A Missiology for the Academy (1): The University as an Unreached People Group

Located in the heart of modern Germany is a small town called Fritzlar, which was called Geismar during the middle ages. In the middle of Fritzlar stands an ancient stone cathedral, and at the front of the cathedral is a statue of a monk standing upon a tree stump, wielding a large axe. The statue depicts a Christian missionary monk Boniface, and the stump depicts the remains of the “Oak of Thor” which served as the spiritual power-center of the pagan religion of that day.

When Boniface arrived in Geismar in the early 8th century, he found that most Germans were pagans, and the few German Christians retained their involvement in spirit worship and magical arts even after they professed Christianity. He was convinced that if he were to “fell the tree of paganism” he would need to cut out its roots.

One day he traveled to the Oak of Thor with his axe in tow, surrounded by a crowd of pagans who mocked him, cursed him, and prayed for the pagan gods to intervene and destroy him as he sought to fell the tree. As the crowd looked on in horror, Boniface began chopping down the tree. According to some commentators, a strong wind helped Boniface finish the job. After he felled the oak, many local pagans converted to Christ. The word spread and soon thousands and eventually hundreds of thousands of Germans turned to Christ.

As I’ve reflected on this story over the years, I’ve come to see an analogy between Boniface’s task in his day and our task in the 21st century. Just as Boniface “took the battle to the front lines” by striking a blow to the Oak of Thor, so we must take the battle to the front lines by striking blows to the most deeply ingrained idols in our current contexts.

Boniface served as a missionary to an unreached people group—the Hessian Germans—and had the nerve to chop down their central idol as a way of showing that Christ is Lord. In like manner, we have an opportunity to reach an unreached people group—the Academy—and chop down many of the idols that flourish in its environment.[1] The University is a teeming ecosystem of idolatry, providing a lush environment in which students may cultivate an inordinate love for sex, money, power, success, and the approval of man. These types of idols exist in a co-dependent relationship and foster the “isms” that dishonor God and disable human flourishing—isms such as consumerism, relativism, eroticism, naturalism, and scientism.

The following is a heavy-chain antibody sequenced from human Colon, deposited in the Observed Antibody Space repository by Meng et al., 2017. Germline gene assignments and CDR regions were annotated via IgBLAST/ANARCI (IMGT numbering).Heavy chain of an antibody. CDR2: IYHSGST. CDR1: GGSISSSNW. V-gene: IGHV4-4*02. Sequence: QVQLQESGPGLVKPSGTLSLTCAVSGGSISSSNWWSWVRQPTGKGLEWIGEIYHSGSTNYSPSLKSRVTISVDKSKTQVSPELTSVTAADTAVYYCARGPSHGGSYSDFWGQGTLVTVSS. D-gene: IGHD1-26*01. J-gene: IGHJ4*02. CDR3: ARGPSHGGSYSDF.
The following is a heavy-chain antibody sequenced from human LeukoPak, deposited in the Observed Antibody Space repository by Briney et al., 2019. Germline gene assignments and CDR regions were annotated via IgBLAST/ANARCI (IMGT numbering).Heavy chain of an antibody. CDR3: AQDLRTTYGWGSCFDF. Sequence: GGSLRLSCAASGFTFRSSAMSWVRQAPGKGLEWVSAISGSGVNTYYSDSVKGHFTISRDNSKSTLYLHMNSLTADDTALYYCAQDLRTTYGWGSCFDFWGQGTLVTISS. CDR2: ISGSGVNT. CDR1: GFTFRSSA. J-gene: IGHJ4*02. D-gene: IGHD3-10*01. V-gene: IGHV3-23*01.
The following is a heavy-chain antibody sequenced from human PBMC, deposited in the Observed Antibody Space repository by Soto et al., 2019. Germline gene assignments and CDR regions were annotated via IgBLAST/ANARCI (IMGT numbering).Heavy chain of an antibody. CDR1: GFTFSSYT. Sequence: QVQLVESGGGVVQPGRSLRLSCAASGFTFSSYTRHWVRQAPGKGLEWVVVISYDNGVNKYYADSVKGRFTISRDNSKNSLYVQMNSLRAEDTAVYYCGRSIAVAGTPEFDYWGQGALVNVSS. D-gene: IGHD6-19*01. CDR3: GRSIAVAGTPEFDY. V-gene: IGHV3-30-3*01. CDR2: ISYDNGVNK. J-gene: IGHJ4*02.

During the 20th century, the evangelical world at large abdicated its responsibility to the Academy. Although we started some fine Christian institutions, we mostly ignored the need to shape the professorate and the curriculum at major state universities and private colleges. As a result, we have little hand in shaping what is perhaps the most influential sector of American society and of many global societies. While state universities and influential private universities are busy shaping the minds and hearts of young people across the globe, evangelicals have been largely absent.

If evangelicals wish to be faithful to our Lord in the 21st century, we must find ways to proclaim him with our lips and promote him with our lives in university contexts, both here in the West and around the globe. Why do the universities matter for the Christian mission? Over the course of the next two installments, I will argue that they should matter because of (1) the universality of Christ’s Lordship; (2) the powerful influence of the university; (3) the readily receptive mindset of university students; (4) the breadth of Christ’s atonement; and (5) the danger of “split-level Christianity.” Finally, (6) I will provide three suggestions for action.

[1] The university is not a “people group” in the social scientific sense of the world, or in the normal missiological sense of the word. For this present blogpost, I use the phrase as a simile and a metaphor, taking the phrase out of its normal context and applying it in a new context (the university) in order to draw attention to our need to build a missiology for the academy.